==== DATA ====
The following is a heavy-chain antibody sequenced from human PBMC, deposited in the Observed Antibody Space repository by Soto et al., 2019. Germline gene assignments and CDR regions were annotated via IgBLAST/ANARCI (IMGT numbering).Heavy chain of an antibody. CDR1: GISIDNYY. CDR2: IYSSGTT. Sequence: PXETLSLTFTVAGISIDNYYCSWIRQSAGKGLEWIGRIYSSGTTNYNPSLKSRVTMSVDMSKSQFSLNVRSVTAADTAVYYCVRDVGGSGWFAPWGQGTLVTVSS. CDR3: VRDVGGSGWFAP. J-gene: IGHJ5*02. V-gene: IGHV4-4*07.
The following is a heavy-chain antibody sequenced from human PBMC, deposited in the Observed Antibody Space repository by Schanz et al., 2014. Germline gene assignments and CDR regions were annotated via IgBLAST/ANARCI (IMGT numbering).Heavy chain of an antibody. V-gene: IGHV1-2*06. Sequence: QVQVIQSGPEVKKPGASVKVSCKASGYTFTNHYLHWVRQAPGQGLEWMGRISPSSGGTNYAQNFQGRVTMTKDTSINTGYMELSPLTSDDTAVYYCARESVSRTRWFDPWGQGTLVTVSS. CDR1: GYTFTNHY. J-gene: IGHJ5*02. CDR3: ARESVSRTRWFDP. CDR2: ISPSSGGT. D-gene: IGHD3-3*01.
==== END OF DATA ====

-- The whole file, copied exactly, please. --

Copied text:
The following is a heavy-chain antibody sequenced from human PBMC, deposited in the Observed Antibody Space repository by Soto et al., 2019. Germline gene assignments and CDR regions were annotated via IgBLAST/ANARCI (IMGT numbering).Heavy chain of an antibody. CDR1: GISIDNYY. CDR2: IYSSGTT. Sequence: PXETLSLTFTVAGISIDNYYCSWIRQSAGKGLEWIGRIYSSGTTNYNPSLKSRVTMSVDMSKSQFSLNVRSVTAADTAVYYCVRDVGGSGWFAPWGQGTLVTVSS. CDR3: VRDVGGSGWFAP. J-gene: IGHJ5*02. V-gene: IGHV4-4*07.
The following is a heavy-chain antibody sequenced from human PBMC, deposited in the Observed Antibody Space repository by Schanz et al., 2014. Germline gene assignments and CDR regions were annotated via IgBLAST/ANARCI (IMGT numbering).Heavy chain of an antibody. V-gene: IGHV1-2*06. Sequence: QVQVIQSGPEVKKPGASVKVSCKASGYTFTNHYLHWVRQAPGQGLEWMGRISPSSGGTNYAQNFQGRVTMTKDTSINTGYMELSPLTSDDTAVYYCARESVSRTRWFDPWGQGTLVTVSS. CDR1: GYTFTNHY. J-gene: IGHJ5*02. CDR3: ARESVSRTRWFDP. CDR2: ISPSSGGT. D-gene: IGHD3-3*01.